The Donjon. 

The most famous prisoner was Nicolas Fouquet, Louis XIV’s finance minister, who was jailed for corruption.  Alfred Sisley lived at no. 9 rue du Donjon.

At the end of the Grande Rue you pass through the Porte de Bourgogne, the other imposing stone tower that’s only slightly less ornate than the first, where you’ll arrive at the bridge that crosses the river Loing and overlooks two ancient mill houses in mid-stream.

Ponte de Bourgogne and bridge oer the Loing. 

This bridge is one of the town’s most outstanding landmarks and affords a lovely view of the town and the riverbanks.  There is also a footpath that takes you along by the river where you can still appreciate the aspects and views that the Impressionists found so appealing.

If you go down to the quayside on the right, this is known as the Quai des Laveuses, where the local women brought their laundry to wash on the riverbank.

Lunch with a view over the river Loing. 

Back on Rue Grande, if you cross the bridge over the river Loing onto the Route de St Mammès, you can compare the view from the riverside park with one of the many paintings Sisley did of Le Pont de Moret around 1893, one of which hangs in the Musée d’Orsay in Paris.

Plaque commemorating Napoleon’s overnight stay in 1815. 

One of the interesting titbits of history is that Napoleon spent a night on his return from Elba at the Hotel de Ville, which was just an inn back in 1815.  Up by the Porte de Samois you can see a canon ball, a remnant of the Napoleonic War when Austrian and Prussian troops marched on Paris.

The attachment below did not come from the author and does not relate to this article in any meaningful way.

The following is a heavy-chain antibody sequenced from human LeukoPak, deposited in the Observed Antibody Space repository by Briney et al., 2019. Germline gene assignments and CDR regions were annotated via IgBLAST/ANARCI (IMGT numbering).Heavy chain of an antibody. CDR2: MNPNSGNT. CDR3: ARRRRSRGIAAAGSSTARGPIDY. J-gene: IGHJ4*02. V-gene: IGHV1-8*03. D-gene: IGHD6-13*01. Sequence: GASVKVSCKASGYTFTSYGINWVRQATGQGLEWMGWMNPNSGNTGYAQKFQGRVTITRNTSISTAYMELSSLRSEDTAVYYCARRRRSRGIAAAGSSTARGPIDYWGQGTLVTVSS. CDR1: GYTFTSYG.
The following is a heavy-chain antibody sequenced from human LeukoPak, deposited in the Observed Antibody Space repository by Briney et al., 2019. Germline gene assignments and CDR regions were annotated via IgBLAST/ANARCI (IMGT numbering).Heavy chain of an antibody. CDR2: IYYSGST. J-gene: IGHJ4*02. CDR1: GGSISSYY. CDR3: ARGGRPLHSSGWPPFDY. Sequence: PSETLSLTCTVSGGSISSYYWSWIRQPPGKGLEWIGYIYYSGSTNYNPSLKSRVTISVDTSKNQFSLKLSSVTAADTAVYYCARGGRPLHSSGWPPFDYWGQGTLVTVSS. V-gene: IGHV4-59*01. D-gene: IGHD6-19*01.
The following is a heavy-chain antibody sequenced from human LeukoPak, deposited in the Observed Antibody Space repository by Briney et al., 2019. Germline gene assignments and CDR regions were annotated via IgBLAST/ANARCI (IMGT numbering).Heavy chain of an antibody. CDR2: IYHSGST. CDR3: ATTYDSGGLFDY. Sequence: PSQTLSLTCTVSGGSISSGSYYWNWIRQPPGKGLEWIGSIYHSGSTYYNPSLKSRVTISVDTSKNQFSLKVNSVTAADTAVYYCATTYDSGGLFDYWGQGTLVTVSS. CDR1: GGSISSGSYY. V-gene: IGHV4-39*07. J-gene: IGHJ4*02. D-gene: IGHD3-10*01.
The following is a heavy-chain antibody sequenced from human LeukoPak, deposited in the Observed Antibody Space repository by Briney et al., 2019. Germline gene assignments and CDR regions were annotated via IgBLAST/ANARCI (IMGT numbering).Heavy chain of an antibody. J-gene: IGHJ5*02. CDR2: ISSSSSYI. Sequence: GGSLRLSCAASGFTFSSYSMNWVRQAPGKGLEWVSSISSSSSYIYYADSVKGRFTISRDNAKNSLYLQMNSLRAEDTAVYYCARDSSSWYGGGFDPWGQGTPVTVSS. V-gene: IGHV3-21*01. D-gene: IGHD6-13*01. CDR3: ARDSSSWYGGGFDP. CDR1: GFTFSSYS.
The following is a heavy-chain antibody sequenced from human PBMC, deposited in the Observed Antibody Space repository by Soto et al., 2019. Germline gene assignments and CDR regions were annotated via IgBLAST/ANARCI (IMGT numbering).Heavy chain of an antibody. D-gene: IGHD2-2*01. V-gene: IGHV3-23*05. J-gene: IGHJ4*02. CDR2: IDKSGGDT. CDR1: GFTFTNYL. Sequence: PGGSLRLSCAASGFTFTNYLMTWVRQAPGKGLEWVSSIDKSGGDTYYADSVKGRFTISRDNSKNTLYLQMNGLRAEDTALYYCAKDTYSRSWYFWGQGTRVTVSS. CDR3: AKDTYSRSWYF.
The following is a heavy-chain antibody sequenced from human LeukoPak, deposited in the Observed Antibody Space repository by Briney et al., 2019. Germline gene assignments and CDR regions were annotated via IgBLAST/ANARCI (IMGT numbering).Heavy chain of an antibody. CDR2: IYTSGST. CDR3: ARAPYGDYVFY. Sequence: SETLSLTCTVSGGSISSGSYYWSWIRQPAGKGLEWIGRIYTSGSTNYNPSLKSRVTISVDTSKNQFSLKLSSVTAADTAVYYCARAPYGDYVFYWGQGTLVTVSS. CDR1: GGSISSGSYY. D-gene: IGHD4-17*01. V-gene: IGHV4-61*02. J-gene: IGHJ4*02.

Another fascinating snippet of historical gossip tells that Louis XIV sent his alleged illegitimate daughter to a convent.  Known as La Mauresse de Moret, The Black Nun of Moret, she was Sister Louise Marie-Therese, a Benedictine nun in the abbey of Moret-sur-Loing—the former convent is adjacent to the Post Office.

Portrait of Sister Louise Marie-Therese, the so-called Black Nun of Moret. 

Scholars have determined that she was very possibly the daughter of the French Queen, Maria Theresa of Spain, wife of Louis XIV, who was rumoured to have given birth to a black child in 1664.  A portrait of her, dating from around 1680 by the same hand which painted a series of 22 pastel portraits of various Kings of France, exists in the Bibliothèque Sainte Genevieve in Paris.  She is mentioned in the memoirs of Cardinal Dubois, the Duke de Saint-Simon, Madame de Maintenon and Madame de Montespan, among others.  However, Voltaire was convinced the nun was Louis’ own illegitimate child, since “she was extremely dark-skinned and, furthermore, bore a striking resemblance to him (Louis XIV)”—Voltaire.

The Mairie.

If you intend to visit the town during the summer months, try and visit on a Saturday evening, when you will be treated to the very popular Son et Lumiere (Sound and Light), show that tells the story of the town’s history through dramatic lighting and vibrant musical score.

A visit to Moret-sur-Loing makes a delightful change of pace for a day’s excursion from Paris, either on its own or combined with a visit to the wonderful Chateau de Fontainebleau.

Rue Grande, Moret-sur-Loing. 

It’s very straightforward:

From Gare de Lyon, take an SNCF (Grandes Lignes) train and it’s just 3 stops past Fontainebleau-Avon, direction Montargis or Montereau.  The journey takes around 45 mins. and trains depart roughly every hour.


By car it’s 77 kms. on the A6 and takes about an hour 20 mins.

Picturesque mill houses built over the river.